7
Cryptomnesia
  • Not all plagiarism is intentional.
  • Cryptomnesia when a person recalls a previously
    encountered idea without realizing the original
    source.
  • The idea is mistakenly believed to be an original
    thought.
  • This is a reality monitoring failure the source
    is lost or was never encoded.

8
False Fame
  • Familiarity increases when information is
    repeatedly presented.
  • False fame effect the tendency to think someone
    is famous because their name sounds familiar.
  • Unfamiliar names previously viewed on a list were
    considered more famous the next day.
  • There is a preference for the familiar.

9
Sleeper Effect
  • When we first encounter information, the
    credibility of the source affects our acceptance
    of it.
  • Later, when the source is forgotten, the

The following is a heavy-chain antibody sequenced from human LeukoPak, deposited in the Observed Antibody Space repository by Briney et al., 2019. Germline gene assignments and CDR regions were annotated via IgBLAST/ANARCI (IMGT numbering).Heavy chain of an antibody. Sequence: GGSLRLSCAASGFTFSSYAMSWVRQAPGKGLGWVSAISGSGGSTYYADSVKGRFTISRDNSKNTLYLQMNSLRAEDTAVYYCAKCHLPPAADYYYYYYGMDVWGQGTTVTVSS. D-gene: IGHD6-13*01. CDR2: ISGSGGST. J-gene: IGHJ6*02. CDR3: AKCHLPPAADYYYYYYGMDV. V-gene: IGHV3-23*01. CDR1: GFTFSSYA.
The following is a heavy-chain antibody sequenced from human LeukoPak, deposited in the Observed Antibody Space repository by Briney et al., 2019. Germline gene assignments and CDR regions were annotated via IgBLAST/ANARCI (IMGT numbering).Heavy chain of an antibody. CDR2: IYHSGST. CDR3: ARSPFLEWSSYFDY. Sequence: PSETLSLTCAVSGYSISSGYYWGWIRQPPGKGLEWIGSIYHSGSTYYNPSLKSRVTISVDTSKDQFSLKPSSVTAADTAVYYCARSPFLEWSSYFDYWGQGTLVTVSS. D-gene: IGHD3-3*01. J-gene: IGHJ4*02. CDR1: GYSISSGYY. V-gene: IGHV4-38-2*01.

information may gain (or lose) credibility
    compared to when first received.
  • Conditions for the effect (1) attention to the
    info (2) source presented second (3) must rate
    trustworthiness immediately afterward.

10
False Memories
  • False memory when people recall something that
    never happened.
  • Deese-Roediger-McDermott Paradigm for creating
    false memories
  • Present a list of words associated with another
    word that is not presented, e.g. sleep.
  • On testing, people are likely to recall sleep.
  • Associations prime the not-presented word.

11
Conditions for False Memory
  • The more associations, the more likely the false
    memory will occur.
  • The less recallable the actual items are, the
    more reconstruction is needed and the more likely
    a false memory.
  • More likely with partial or fuzzier recall.
  • Pictures less likely to show the effect.

12
Influences on False Memory
  • When people are directed to forget the list,
    false memory goes up.
  • Part-set cueing is extended to the not-presented
    word, so false memory goes down.
  • If the not-presented word is more emotional,
    false memory declines.
  • Influenced by conformity expectation.

13
False Memory from Integration
  • Information from different points in time becomes
    integrated into a single memory.
  • Several things are misremembered as the same